New Orleans, Louisiana
June 26, 2016
June 26, 2016
August 28, 2016
Research highlights the benefit of student reflection and frequent, formative feedback. One such method is the Muddiest Point exercise where students reflect after instruction about both unclear and interesting points. Then, instructors analyze student feedback for the most popular concepts and select those central to the learning objective. Previously, our work has shown that students feel favorably about the interest, utility, and “cost” associated with this exercise in a one-credit, junior level Statistics course. This work compares student attitude in other courses to discern if the Muddiest Point exercise strategy is universally favorable.
The previously validated, reliable Student Value Survey of Muddiest Points Survey by Carberry, et al. was used to assess student attitude about utility, interest, and cost of this student engagement strategy in the following courses: Biomaterials (BM), Statistics (ST), and Transport Phenomena (TP). Briefly, Transport Phenomena is a three-credit, flipped course for juniors. Biomaterials is a traditionally-taught, three-credit course also at the junior level. After each lecture, students submitted both unclear and most interesting concepts through Blackboard. Following feedback, the instructor analyzed the results and created feedback using a different strategy than previously employed. At the midpoint and end of the semester, students participated in the Student Value Survey. Responses were on a Likert scale where 1 is strongly disagree and 4 is strongly agree. Data from multiple semesters (ST– 4 semesters, TP and BM – 2 semesters) were analyzed. Percentages corresponding to agreement correlate to scores of “3” and “4”. Differences were evaluated using the non-parametric Kruskal-Wallis test with post-hoc analysis. Previously, comparisons between mid- and final surveys yielded few differences; therefore, this analysis focuses on the post-semester data (nBM = 26, nST = 201, and nTP = 55).
Overall, students felt that the Muddiest Point exercise was interesting (72%-BM, 62%-ST, 65%-TP), useful (98%-BM, 93%-ST, 90%-TP), and did not cost too much in terms of time and emotion (72%-BM, 75%-ST, 70%-TP). Question-by-question investigation showed that students felt favorably with respect to all survey aspects and revealed small but statistically significant differences among classes. More specifically, students in Statistics felt that the Muddiest Point exercise increased their engagement more so than those in the Biomaterials course. Further, students in the Biomaterials and Statistics courses felt that the Muddiest Point exercise allowed them to see real world relevance of the subject matter more so than those in the Transport Phenomena course. There were no other significant differences in question responses among classes. Further, statistical analysis confirmed that there were no differences in the overall categories of “utility”, “interest”, and “cost” (p>0.05) among the selected Biomedical Engineering classes. This work highlights high student value of the Muddiest Point exercise in Statistics, Biomaterials, and Transport Phenomena courses. Moreover, these results suggest that the Muddiest Point exercise is an effective reflective tool for frequent, formative feedback in any classroom.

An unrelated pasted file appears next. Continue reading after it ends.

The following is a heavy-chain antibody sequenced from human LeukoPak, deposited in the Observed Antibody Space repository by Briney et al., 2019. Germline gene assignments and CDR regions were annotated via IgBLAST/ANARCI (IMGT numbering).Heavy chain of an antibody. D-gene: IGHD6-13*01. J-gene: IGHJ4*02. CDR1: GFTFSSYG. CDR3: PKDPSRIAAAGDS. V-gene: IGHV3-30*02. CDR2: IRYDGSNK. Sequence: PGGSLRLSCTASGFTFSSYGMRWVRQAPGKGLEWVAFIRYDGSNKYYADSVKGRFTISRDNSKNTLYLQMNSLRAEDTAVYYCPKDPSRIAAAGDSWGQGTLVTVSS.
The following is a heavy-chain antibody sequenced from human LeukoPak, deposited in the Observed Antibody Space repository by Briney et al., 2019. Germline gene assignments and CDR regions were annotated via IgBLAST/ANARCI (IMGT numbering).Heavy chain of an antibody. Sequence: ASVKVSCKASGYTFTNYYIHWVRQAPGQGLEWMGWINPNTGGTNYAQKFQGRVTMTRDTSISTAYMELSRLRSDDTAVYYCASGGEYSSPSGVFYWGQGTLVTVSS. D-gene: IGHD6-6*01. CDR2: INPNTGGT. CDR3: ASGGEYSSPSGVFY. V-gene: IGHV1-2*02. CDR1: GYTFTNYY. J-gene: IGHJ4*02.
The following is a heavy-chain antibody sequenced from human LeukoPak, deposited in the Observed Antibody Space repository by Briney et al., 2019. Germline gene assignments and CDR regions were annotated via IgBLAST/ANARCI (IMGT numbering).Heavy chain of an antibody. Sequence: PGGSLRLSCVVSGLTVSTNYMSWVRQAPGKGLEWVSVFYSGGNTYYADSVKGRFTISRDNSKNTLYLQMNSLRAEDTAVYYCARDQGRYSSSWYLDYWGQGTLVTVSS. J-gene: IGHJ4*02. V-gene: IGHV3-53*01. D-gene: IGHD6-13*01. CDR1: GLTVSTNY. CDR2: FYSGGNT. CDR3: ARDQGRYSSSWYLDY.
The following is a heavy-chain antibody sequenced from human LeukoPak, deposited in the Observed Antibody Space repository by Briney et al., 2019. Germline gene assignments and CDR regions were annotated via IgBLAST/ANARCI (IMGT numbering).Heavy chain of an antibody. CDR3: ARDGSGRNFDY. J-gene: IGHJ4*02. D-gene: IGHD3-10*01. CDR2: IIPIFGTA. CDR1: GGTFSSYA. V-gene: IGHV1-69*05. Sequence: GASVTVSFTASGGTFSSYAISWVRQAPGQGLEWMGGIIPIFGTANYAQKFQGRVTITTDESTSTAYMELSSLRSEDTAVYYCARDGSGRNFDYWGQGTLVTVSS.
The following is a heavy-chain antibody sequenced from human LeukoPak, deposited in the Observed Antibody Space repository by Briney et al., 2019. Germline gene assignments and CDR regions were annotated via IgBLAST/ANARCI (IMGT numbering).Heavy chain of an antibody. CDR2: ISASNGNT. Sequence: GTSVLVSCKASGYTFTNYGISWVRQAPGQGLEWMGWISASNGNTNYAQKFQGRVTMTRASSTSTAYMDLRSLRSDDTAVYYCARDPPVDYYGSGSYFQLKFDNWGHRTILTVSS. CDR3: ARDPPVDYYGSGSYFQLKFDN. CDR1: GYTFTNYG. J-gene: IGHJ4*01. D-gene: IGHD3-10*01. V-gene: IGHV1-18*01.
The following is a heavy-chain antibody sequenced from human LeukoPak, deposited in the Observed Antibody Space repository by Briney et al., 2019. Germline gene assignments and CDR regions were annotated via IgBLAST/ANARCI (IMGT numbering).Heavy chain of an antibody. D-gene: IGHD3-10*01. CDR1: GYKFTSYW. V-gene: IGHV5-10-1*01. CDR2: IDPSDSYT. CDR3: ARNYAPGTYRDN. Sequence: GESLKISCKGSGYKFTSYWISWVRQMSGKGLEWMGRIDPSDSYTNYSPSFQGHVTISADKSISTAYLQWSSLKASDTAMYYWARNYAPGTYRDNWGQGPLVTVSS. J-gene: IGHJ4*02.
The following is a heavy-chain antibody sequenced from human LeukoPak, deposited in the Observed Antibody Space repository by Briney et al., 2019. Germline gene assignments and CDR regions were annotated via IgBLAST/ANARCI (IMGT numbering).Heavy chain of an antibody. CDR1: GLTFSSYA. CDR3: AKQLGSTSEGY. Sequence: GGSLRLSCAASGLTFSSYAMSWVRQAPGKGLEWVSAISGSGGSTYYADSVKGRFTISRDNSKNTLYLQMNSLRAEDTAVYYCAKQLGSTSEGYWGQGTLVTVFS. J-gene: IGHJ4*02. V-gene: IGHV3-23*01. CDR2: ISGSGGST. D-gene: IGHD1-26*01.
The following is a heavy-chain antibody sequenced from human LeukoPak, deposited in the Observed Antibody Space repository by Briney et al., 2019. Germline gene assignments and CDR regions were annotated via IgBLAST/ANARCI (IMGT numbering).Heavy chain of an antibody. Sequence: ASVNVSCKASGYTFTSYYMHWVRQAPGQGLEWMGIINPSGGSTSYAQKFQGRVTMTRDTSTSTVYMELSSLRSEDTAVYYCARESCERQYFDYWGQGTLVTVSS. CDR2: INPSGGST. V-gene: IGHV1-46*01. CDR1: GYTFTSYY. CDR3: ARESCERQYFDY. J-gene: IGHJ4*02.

Ankeny, C. J., & Krause, S. J. (2016, June), Longitudinal Assessment of Web-enabled Muddiest Points in Different Biomedical Engineering Courses Paper presented at 2016 ASEE Annual Conference & Exposition, New Orleans, Louisiana. 10.18260/p.25578
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